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Rebalancing Your Stock Portfolio? Luck Matters.

By Ryan Sze – Dec 3, 2021 at 6:45AM

Key Points

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However, you might be able to minimize the impact with some careful planning.

If you're like a majority of investors, you probably hold more than one security in your portfolio. Maybe you equal-weight a basket of 30 high-quality stocks. Perhaps you're nearing retirement and are considering the classic 60/40 portfolio -- one that allocates 60% to a broad-market equity index fund, like State Street's S&P 500 ETF Trust (SPY 1.41%), and 40% to a total bond fund, like Vanguard's (BND 0.52%).

Regardless of what you hold, you likely have a target allocation in mind that you want to maintain. To do that, you rebalance your portfolio at fixed intervals -- selling outperforming investments and buying underperforming ones every month, quarter, or year -- so that your investments are reset to their original allocations.

You might be left wondering, however, if your systematic approach to rebalancing is enough to curtail the effects of luck on your portfolio's performance. Does it matter when you rebalance? And if so, what can you do about it? Let's dig deeper.

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What is rebalance timing luck, and why does it matter?

To spare you the suspense, when you rebalance does affect portfolio returns -- and this is true even if you rebalance at regular periods. To illustrate this point, consider two portfolios, A and B. Each holds the same securities at identical target allocations -- 50% SPY and 50% cash. The portfolios are rebalanced annually -- A is rebalanced every January, and B is rebalanced in June. In other words, these two portfolios are the same -- save only for when they are rebalanced.

Even so, A and B will perform differently, solely because they are rebalanced in different months. How the market performs in the interval between these two portfolios' rebalancing dates, when one portfolio temporarily has a higher allocation to SPY than the other, will lead A to outperform B (or vice-versa).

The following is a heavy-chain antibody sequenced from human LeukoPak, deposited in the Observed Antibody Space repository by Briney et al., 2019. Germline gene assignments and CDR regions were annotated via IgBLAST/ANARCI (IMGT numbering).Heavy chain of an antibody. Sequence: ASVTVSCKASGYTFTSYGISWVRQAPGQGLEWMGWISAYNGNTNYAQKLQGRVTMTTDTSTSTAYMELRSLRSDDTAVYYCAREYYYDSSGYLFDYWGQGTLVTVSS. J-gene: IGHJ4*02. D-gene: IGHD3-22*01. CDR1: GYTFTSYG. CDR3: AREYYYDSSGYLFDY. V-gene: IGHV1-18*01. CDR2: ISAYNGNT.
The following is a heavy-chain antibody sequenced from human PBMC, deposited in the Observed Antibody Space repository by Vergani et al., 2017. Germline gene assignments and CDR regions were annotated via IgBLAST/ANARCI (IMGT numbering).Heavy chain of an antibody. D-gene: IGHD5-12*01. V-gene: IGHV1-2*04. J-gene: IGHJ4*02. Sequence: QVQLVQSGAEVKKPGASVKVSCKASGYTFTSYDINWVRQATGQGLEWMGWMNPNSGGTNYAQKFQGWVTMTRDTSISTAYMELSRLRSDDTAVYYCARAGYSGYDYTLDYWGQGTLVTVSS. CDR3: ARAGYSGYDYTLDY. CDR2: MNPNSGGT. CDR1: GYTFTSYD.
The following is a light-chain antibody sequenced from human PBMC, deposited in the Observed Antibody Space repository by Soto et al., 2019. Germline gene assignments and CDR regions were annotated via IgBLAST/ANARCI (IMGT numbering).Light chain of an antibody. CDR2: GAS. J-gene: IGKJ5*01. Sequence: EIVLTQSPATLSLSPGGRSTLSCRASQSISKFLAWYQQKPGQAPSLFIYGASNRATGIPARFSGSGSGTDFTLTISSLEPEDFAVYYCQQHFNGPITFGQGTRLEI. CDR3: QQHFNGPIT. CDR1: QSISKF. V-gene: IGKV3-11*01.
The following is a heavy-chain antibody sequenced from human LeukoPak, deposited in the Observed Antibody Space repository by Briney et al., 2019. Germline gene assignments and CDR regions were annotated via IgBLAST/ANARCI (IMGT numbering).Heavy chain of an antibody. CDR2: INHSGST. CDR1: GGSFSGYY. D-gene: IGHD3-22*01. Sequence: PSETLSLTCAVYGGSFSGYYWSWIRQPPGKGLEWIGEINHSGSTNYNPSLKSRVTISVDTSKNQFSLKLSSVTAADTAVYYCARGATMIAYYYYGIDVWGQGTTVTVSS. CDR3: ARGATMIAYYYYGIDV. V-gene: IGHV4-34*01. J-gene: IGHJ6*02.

This is the essence of what Faber (2013) and Hoffstein (2015) call rebalance timing luck, and it universally afflicts all rebalancing strategies. Whether you're rebalancing 30 hand-picked names back to equal weight or between stocks and bonds in a 60/40 portfolio, rebalance timing luck will impact your portfolio's return profile.

And this is no trivial matter. The effect of timing luck on a portfolio of 100 stocks rebalanced twice a year can amount from one to four percentage points annually, but this is just for starters. Timing luck can permanently impact terminal wealth to the tune of thousands or even millions of dollars, depending on your initial portfolio value and time horizon.

What can you do about it?

Luckily, there are several things you can do to minimize the impact of timing luck. Specifically, you can:

  • Rebalance more frequently. The effects of timing luck decrease as you rebalance more often, because markets are less likely to experience significant changes over shorter periods of time. A portfolio rebalanced daily will experience less timing luck than one rebalanced annually.
  • Hold more investments. A well-diversified portfolio of 1,000 stocks will exhibit less rebalance timing luck than a concentrated basket of just ten stocks. 
  • Reduce portfolio volatility. Less-volatile investments, like a collection of investment-grade bonds, are less affected by timing luck than more volatile ones, such as a portfolio of leveraged ETFs.

However, none of these fixes come without drawbacks. Frequent rebalancing increases transaction costs, which drag down performance -- a more diversified portfolio also suffers from the same problem. And opting for less-volatile investments won't solve this problem either, since you sacrifice the higher potential return you could earn with more volatile strategies.

In short, each of these luck-mitigating strategies will cost you something, and you should carefully determine if they are worth your while.

The takeaway

Rebalance timing luck affects every rebalancing strategy and nearly every portfolio. As a systematic investor, you want to insulate your portfolio from unwelcome changes in fortune -- but a routine, regularly scheduled rebalancing strategy, though an integral component of a prudent investment strategy, is not alone enough to "luck-proof" your portfolio. Nonetheless, diligent investors who engage in thoughtful analysis with the help of their newfound knowledge on rebalance timing luck are more likely than not to come out ahead.

The Motley Fool owns shares of and recommends Vanguard Total Bond Market ETF. The Motley Fool has a disclosure policy.

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